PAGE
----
State govs to attend climate conference

Connecticut Gov. M. Jodi Rell confirmed Thursday that she will attend Yale’s summit on climate change next month, while the University announced four other state governors — including California’s Arnold Schwarzenegger, which the News reported last week — have made plans to come to New Haven.

Among those slated to attend are Jon Corzine of New Jersey, Christine Gregoire of Washington and Kathleen Sebelius of Kansas, along with the premier of Quebec, Jean Charest; a dozen other governors are still determining whether their schedules will accommodate the conference, Yale officials said.

The conference, scheduled for April 17 and 18, will come 100 years after President Theodore Roosevelt summoned the governors to the White House and effectively launched the conservation movement. This time, officials at the School of Forestry and Environmental Studies plan to tackle what they call the prime environmental issue of the modern age.

“Roosevelt showed remarkable foresight a century ago in engaging the states’ chief executive officers to preserve and protect the nation’s natural resources,” University President Richard Levin said. “Now, we face a new and critical challenge — global climate change — and leadership in the United States is coming from visionary state governors.”

Other special guests will include the winner of the 2007 Nobel Peace Prize, R. K. Pachauri, chair of the Intergovernmental Panel on Climate Change; former U.S. Environmental Protection Agency administrators Christine Todd Whitman and Carol Browner; and Theodore Roosevelt IV, a great-grandson of the president and an environmental activist in his own right.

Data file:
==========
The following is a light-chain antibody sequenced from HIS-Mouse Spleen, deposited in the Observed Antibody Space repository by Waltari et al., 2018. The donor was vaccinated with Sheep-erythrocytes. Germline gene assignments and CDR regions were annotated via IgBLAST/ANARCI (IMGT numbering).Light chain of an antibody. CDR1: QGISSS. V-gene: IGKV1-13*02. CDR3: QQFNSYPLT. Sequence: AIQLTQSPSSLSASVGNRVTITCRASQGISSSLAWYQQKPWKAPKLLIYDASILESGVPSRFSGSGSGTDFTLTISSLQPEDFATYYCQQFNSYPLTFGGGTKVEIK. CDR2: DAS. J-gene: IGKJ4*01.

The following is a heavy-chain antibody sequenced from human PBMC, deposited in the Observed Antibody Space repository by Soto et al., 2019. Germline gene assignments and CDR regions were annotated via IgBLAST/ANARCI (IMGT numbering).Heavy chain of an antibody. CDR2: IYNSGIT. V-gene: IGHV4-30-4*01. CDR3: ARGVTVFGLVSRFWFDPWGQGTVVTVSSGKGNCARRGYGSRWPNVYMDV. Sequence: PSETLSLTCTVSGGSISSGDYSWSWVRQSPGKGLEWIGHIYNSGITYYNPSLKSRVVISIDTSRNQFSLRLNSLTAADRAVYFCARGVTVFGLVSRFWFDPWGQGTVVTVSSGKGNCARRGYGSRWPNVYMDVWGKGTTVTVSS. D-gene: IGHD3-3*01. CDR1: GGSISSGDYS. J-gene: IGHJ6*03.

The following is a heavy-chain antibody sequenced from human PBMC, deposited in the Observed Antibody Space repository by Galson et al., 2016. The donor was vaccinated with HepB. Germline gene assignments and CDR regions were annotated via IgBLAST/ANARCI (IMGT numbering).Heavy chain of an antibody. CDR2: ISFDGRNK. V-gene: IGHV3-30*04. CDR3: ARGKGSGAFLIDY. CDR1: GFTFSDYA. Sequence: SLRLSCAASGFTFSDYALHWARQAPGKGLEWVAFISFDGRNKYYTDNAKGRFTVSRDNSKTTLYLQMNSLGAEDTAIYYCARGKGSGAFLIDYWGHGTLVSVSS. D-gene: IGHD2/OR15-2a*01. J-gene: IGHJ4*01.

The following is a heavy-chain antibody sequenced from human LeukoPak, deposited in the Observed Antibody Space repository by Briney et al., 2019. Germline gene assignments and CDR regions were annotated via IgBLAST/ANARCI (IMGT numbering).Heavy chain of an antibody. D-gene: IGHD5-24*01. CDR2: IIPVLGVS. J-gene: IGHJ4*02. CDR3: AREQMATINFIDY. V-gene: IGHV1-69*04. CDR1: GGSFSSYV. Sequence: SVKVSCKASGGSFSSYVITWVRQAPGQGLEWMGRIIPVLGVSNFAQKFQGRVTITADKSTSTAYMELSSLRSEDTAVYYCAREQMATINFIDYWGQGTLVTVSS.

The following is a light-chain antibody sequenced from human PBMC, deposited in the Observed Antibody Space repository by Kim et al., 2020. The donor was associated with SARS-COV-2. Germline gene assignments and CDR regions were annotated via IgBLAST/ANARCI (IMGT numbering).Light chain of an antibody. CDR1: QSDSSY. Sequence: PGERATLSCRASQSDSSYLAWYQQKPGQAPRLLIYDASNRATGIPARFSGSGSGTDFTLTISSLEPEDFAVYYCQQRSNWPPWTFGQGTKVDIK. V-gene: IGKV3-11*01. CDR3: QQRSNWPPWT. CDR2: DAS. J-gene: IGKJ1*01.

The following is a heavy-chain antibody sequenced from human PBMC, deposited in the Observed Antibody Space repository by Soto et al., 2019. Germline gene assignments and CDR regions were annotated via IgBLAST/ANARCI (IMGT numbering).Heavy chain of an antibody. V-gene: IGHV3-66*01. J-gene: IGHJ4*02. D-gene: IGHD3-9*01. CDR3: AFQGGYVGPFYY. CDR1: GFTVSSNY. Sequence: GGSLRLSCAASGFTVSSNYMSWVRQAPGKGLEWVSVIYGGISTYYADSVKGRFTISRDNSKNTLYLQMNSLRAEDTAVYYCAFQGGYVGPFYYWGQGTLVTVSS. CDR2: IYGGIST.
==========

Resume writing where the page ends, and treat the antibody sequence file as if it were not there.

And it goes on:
Rell, a Republican, “plans to roll out Connecticut’s welcome mat for the nation’s governors and climate-change experts,” spokesman Adam Liegeot ’94 said.

“Governor Rell hopes that this summit will allow leaders from across the country to compare notes and share ideas and solutions,” Liegeot said. “Governor Rell feels that states must speak with a unified voice in urging the federal government to develop a stronger, more meaningful national approach to addressing climate change.”

Indeed, the conference will be structured around the unveiling of a policy statement — agreed upon by governors and state environmental-protection officials from across the country — that “effectively calls for a partnership approach between the federal and state government on addressing climate change,” said Melissa Goodall, the associate director of the Yale Center for Environmental Law and Policy, which is organizing the event.

Schwarzenegger, a Republican, drew worldwide attention two years ago when he signed into law the first statewide cap on greenhouse gas emissions, and several of the other governors who will be attending have made climate change a focus of their administrations.

The summit should be another way to bring attention to an issue that needs it, and one that the federal government has not tackled, said Jim Gardner, a spokesman for Corzine.

“Frankly, on the federal level, they seem to have dropped the ball on addressing this problem that impacts every individual in the entire world,” Gardner said Thursday. “Heightening awareness of this — whether regionally, nationally or globally — is an important step to preserving the environment and to reducing something that can ultimately threaten the ecosystem of our plane.”

The conference — which had been kept under wraps as administrators worked behind the scenes to recruit governors for the events — was first reported by the News last week, although it was not announced publicly by the University until a news release was e-mailed to reporters Thursday.

Schwarzenegger and Pachauri are scheduled to deliver public speeches on climate change April 18, although the times of their addresses have not yet been finalized. More details about the summit should be available next week, Goodall said.

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